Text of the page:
Have you ever wondered what it would be like to race against Usain Bolt?

Where should runners start the 200m race so that they have all run the same distance by the finish?

Work out the numerical values for these physical quantities.

Many physical constants are only known to a certain accuracy. Explore the numerical error bounds in the mass of water and its constituents.

Andy wants to cycle from Land's End to John o'Groats. Will he be able to eat enough to keep him going?

Get some practice using big and small numbers in chemistry.

Estimate these curious quantities sufficiently accurately that you can rank them in order of size

Here are several equations from real life. Can you work out which measurements are possible from each equation?

Use your skill and knowledge to place various scientific lengths in order of size. Can you judge the length of objects with sizes ranging from 1 Angstrom to 1 million km with no wrong attempts?

Which line graph, equations and physical processes go together?

Get further into power series using the fascinating Bessel's equation.

See how enormously large quantities can cancel out to give a good approximation to the factorial function.

What functions can you make using the function machines RECIPROCAL and PRODUCT and the operator machines DIFF and INT?

Explore the shape of a square after it is transformed by the action of a matrix.

Can you suggest a curve to fit some experimental data? Can you work out where the data might have come from?

How would you design the tiering of seats in a stadium so that all spectators have a good view?

Looking at small values of functions. Motivating the existence of the Taylor expansion.

Which dilutions can you make using only 10ml pipettes?

In which Olympic event does a human travel fastest? Decide which events to include in your Alternative Record Book.

Use the computer to model an epidemic. Try out public health policies to control the spread of the epidemic, to minimise the number of sick days and deaths.

Which units would you choose best to fit these situations?

Could nanotechnology be used to see if an artery is blocked? Or is this just science fiction?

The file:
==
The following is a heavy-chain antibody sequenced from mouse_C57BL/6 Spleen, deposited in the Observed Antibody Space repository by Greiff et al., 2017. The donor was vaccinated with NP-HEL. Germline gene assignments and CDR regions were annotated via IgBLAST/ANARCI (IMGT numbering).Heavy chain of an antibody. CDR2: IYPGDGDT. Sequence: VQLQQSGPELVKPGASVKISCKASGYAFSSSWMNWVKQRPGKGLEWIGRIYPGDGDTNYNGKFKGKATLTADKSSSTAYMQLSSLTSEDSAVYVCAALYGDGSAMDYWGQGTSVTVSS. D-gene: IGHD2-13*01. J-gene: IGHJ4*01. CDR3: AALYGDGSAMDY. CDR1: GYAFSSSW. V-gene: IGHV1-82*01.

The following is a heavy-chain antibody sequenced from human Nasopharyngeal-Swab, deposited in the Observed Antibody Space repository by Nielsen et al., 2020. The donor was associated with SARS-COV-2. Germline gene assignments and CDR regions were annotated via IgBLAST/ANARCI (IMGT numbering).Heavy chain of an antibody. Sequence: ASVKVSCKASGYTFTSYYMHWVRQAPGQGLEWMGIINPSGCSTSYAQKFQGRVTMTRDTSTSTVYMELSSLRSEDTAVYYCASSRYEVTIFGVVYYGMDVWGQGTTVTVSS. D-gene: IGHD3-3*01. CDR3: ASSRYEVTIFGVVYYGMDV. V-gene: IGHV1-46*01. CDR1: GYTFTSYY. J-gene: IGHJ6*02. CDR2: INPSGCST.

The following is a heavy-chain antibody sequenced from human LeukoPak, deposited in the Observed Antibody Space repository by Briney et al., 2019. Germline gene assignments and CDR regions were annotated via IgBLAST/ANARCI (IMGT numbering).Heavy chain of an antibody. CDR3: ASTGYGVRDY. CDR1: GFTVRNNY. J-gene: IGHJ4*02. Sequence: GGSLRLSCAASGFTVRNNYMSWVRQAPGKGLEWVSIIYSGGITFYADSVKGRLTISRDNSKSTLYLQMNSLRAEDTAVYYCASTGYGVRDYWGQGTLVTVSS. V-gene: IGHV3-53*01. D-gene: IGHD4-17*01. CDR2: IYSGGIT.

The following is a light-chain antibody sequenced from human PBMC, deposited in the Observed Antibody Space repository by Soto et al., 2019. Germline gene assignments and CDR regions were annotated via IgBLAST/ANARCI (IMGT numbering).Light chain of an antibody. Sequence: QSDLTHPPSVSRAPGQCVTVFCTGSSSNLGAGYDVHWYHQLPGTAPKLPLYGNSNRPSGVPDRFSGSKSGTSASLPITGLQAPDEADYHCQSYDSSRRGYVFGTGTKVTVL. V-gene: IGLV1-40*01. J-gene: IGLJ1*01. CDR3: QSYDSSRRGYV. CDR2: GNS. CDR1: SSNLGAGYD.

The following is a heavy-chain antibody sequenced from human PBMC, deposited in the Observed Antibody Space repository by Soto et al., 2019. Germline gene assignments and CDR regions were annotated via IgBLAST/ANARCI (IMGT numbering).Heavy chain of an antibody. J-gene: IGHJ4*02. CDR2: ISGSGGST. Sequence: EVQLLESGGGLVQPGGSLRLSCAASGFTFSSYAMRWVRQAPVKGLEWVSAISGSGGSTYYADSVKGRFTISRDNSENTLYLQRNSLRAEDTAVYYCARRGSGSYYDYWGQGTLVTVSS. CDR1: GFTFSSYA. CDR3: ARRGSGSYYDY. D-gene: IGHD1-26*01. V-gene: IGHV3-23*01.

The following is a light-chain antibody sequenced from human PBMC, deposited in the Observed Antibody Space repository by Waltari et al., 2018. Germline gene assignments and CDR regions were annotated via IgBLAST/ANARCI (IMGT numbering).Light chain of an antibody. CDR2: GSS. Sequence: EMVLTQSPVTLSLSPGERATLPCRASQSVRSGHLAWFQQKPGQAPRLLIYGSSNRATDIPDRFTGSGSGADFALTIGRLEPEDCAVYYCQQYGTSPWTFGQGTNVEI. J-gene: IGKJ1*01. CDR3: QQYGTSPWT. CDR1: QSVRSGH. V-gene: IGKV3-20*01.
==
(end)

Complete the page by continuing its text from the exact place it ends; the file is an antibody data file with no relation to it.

This is our collection of tasks on the mathematical theme of 'Population Dynamics' for advanced students and those interested in mathematical modelling.

Make an accurate diagram of the solar system and explore the concept of a grand conjunction.

Explore the properties of matrix transformations with these 10 stimulating questions.

Build up the concept of the Taylor series

By exploring the concept of scale invariance, find the probability that a random piece of real data begins with a 1.

Look at the advanced way of viewing sin and cos through their power series.

Explore the possibilities for reaction rates versus concentrations with this non-linear differential equation

Explore the relationship between resistance and temperature

When you change the units, do the numbers get bigger or smaller?

Work with numbers big and small to estimate and calculate various quantities in physical contexts.

Are these statistical statements sometimes, always or never true? Or it is impossible to say?

Work with numbers big and small to estimate and calculate various quantities in biological contexts.

In this short problem, try to find the location of the roots of some unusual functions by finding where they change sign.

Each week a company produces X units and sells p per cent of its stock. How should the company plan its warehouse space?

In this short problem, can you deduce the likely location of the odd ones out in six sets of random numbers?

Go on a vector walk and determine which points on the walk are closest to the origin.

Starting with two basic vector steps, which destinations can you reach on a vector walk?

Can you make matrices which will fix one lucky vector and crush another to zero?

Use trigonometry to determine whether solar eclipses on earth can be perfect.

Match the descriptions of physical processes to these differential equations.

The probability that a passenger books a flight and does not turn up is 0.05. For an aeroplane with 400 seats how many tickets can be sold so that only 1% of flights are over-booked?

How do you write a computer program that creates the illusion of stretching elastic bands between pegs of a Geoboard? The answer contains some surprising mathematics.

This problem explores the biology behind Rudolph's glowing red nose.